'You were a good son, a good father, a good brother and a good husband. I only hope that you give strength to your brothers and sisters to keep fighting.'
Those were the emotive words of a grieving mother speaking at the funeral of Al Iromi Smith, a construction worker recently killed by police in Panama.
Smith was a 28-year old activist in the Suntracs union in the city of Colón. He was shot in the back by police as he entered hospital after receiving a plastic bullet wound on a demonstration.
Suntracs is a radical and relatively strong union of 40,000 members. It had been protesting against the lack of safety on Panama's construction sites – last year 25 construction workers were killed at work.
In response to Smith's death, construction workers blocked the traffic across Colón. The police response was yet more repression.
Soon students from Panama State University joined construction workers in pitched battles against the police. Dozens of workers were wounded – by real and rubber bullets – and hundreds arrested.
Violent scenes showing construction workers and passers-by being subjected to savage attacks were broadcast across Panama's TV stations.
Suntracs activists are not treating the incident as an isolated case of state violence. Two union leaders were murdered last summer by police officers and hired gunmen linked to business organisations.
Earlier this month the union publicly denounced a plot to 'selectively kill' union leaders – an echo of a common practice in neighbouring Colombia.
Union leaders say the violence is the product of an 'increased militarisation' of government under Matin Torrijos whose current cabinet includes several senior ex-military men.
The protests of construction workers represent much deeper concerns about the situation of workers in Panama, the fastest growing Latin American economy with an annual growth rate of over 11 percent.
Panama has benefited from a building frenzy, which involves the construction of an enormous urban centre around the Panama Canal area.
This is being developed by the British company London & Regional and will cost $10 billion. Panama is also the site of increasingly large numbers of retirement and second homes, bought mainly by North Americans.
Nevertheless the benefits of economic growth are far from being equally shared out. Panama is the second most unequal country in Latin America and inequality is rising.
Some 60 percent of the population live in poverty. Nearly half a million people out of a population of three million live on less than a dollar a day.
Worse still, the welfare state has come under savage attack from the neoliberal government of Martín Torrijos, which took office in 2004.
Torrijos has used the popularity of his family name – his father was the reforming nationalist dictator Omar Torrijos – to try and push through privatisation of pensions and health.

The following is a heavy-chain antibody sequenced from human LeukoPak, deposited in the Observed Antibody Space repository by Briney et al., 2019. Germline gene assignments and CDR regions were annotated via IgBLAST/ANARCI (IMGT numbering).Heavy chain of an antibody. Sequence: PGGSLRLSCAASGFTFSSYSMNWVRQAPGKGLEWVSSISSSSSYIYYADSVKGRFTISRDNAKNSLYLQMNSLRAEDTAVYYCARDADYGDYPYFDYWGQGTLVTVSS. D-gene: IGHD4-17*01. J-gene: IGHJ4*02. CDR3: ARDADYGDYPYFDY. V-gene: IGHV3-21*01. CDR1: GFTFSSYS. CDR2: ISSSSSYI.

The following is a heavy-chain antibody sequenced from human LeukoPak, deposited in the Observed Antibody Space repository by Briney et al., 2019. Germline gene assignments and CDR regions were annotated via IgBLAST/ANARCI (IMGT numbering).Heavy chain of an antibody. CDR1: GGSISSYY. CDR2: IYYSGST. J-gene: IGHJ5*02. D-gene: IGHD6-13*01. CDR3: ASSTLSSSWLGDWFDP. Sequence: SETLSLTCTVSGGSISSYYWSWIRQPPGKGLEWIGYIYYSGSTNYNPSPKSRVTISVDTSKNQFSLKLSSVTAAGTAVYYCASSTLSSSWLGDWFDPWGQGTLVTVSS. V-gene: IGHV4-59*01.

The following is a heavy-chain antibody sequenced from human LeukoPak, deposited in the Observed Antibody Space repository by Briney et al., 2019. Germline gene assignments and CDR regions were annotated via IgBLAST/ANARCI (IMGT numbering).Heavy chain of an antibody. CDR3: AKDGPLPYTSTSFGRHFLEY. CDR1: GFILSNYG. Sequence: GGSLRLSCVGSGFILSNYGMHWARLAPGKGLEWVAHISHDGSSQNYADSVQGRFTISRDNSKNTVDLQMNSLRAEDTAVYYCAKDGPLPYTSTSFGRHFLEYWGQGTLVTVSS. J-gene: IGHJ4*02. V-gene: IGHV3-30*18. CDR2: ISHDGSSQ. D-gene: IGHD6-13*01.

But his attempts have been met with an astonishing resistance that has often derailed his plans.
In 2005 Suntracsalong with the social security employees' union led a month-long general strike against pension 'reform'. They forced a 90-day suspension of the pensions package and major concessions on the retirement age.
This year a strike by doctors forced the government to back off from health privatisation.
Many recent protests have been coordinated through the united campaign group Frenadeso, the National Defence Front for Economic and Social Rights.
One of its leaders, Priscilla Vázquez, is president of the Social Security Employees' Association. She says that the group's strength comes from having a radical leadership but also involving reformist organisations.
The movement is also strengthened by the class solidarity and politicisation of the Panama's trade unions. When Suntracs struck last summer in response to the assassinations of two of its leaders, several other major unions struck alongside it.
And Suntracs' most recent protest did not just call for labour safety but an increase in the minimum wage, control of price rises and even the scrapping of environmentally damaging mining projects.
Frenadesco has called a national demonstration on 13 March, and Suntracs' national union federation has threatened a general strike if its many demands are not met – including the sacking of the government minister responsible for law and order.
Frenadesco leader Saul Méndez says that the next step is to build 'coordination and dialogue' with 'sectors of the people' that are mobilising over education, health, mining and transport issues. There is currently a protest every two days in Panama.
Despite its recent growth, Panama is not a highly developed country. Half of its economically active population work in the so-called 'informal sector' – involved in small trading, street stalls or casual labour.
Yet the Panamanian experience shows that even in such contexts the organised working class is able to lead wider social forces and win significant victories.
Faced with increased violence by the state, the Panamanian unions deserve our wholehearted support.